I was playing chess with my son over the weekend when I realized he was ready to learn some of the strategies in Chess. I always had a feeling that chess is one game which relates to real life situations and playing chess regularly helps us plan better in life. Not sure if that is anywhere close to reality, but that is what I feel about chess.

In any case, I was teaching him the most popular ‘Checkmate in four moves’ and the analysis of each move. While I was doing it, I wanted to write about it here and ended up searching for ways to represent the moves easily on the blog.

I came across some interesting DHTML scripts and also found a wordpress plugin.

The DHTML scripts were mostly from DHTML Goodies website and the plugin was found on Chess By Blog website . My requirement is not only to show it on the blog, but also to have the flexibility to add a single file with the moves and have the updates shown using embed code on the blog or any other website (just like how You Tube and Music Plugin allow you to show the videos and songs). Since the wordpress plugin is tightly integrated with WordPress, this will be of higher priority than the other DHTML based scripts, but I do not want to jump to conclusions. Will provide an update here on the

During this research, I also found about a few interesting topics about Chess, which I had not paid attention to, before this weekend.

The most popular notation used to represent the chess moves is called Portable Game Notation (PGN). This is the most commonly used set of steps to represent the moves in Chess. I have studied this notation in the past but only this weekend realized that this is called PGN. An example of the PGN is:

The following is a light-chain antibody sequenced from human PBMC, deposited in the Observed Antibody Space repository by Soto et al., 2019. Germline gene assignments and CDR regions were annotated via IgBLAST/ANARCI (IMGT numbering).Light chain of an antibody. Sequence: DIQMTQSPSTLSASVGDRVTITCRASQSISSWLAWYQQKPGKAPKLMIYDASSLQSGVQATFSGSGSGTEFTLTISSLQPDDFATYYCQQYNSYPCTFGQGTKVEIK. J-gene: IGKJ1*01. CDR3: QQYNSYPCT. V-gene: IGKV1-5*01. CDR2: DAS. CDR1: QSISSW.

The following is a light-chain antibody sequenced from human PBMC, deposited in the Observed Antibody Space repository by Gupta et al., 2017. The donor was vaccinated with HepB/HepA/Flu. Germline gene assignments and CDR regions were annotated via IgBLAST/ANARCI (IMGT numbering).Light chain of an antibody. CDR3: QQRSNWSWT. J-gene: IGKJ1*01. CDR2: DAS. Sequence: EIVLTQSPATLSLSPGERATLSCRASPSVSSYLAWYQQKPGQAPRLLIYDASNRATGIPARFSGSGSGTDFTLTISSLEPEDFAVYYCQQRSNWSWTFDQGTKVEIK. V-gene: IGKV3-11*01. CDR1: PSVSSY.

[Event “World Championship 31th”]
[Site “Moscow RUS”]
[Date “1984.09.24”]
[Round “5”]
[White “Karpov, Anatoly”]
[Black “Kasparov, Gary”]
[Result “1/2-1/2”]
1.e4 c5 2.Nf3 d6 3.d4 cxd4 4.Nxd4 Nf6 5.Nc3 a6 6.Be2 e6 7.O-O Be7 8.f4 O-O 9.Kh1 Qc7
10.Bf3 Nc6 11.a4 Re8 12.Be3 Rb8 13.Re1 Bd7 14.Qd3 Nxd4 15.Bxd4 e5 16.Ba7 Rbc8 17.Be3
Qc4 18.a5 h6 19.h3 Bf8 20.Bd2 Qd4 21.Be3 Qb4 1/2-1/2

There is another notation called Forsythe-Edwards Notation (FEN) which I am not quite familiar with, but I get to know that most of the DHTML codes and the plugins support both the PGN as well as the FEN notations.

While I was going through this, I came across a game between Anderssen and Kizeritzky (not sure when it was played). This is the best game I have ever followed in my life where white goes through a series of brilliant sacrifices, but provides the checkmate at the end that is the trademark of a brilliant strategist.

The PGN notation of this game is pasted below, but I will provide a visual representation of the board as soon as a good plugin is identified and finalized for this.

1.e4 e5
2.f4 exf4
3.Bc4 Qh4+
4.Kf1 b5
5.Bxb5 Nf6
6.Nf3 Qh6
7.d3 Nh5
8.Nh4 Qg5
9.Nf5 c6
10.Rg1 cxb5
11.g4 Nf6
12.h4 Qg6
13.h5 Qg5
14.Qf3 Ng8
15.Bxf4 Qf6
16.Nc3 Bc5
17.Nd5 Qxb2
18.Bd6 Bxg1
19.e5 Qxa1+
20.Ke2 Na6
21.Nxg7+ Kd8
22.Qf6+ Nxf6
23.Be7++

You can expect more of this in the near future. If you are a chess lover and are familiar with similar move situations, please do provide it here.

Here is a sample of how the board looks in this blog

Leave a Reply

Your email address will not be published.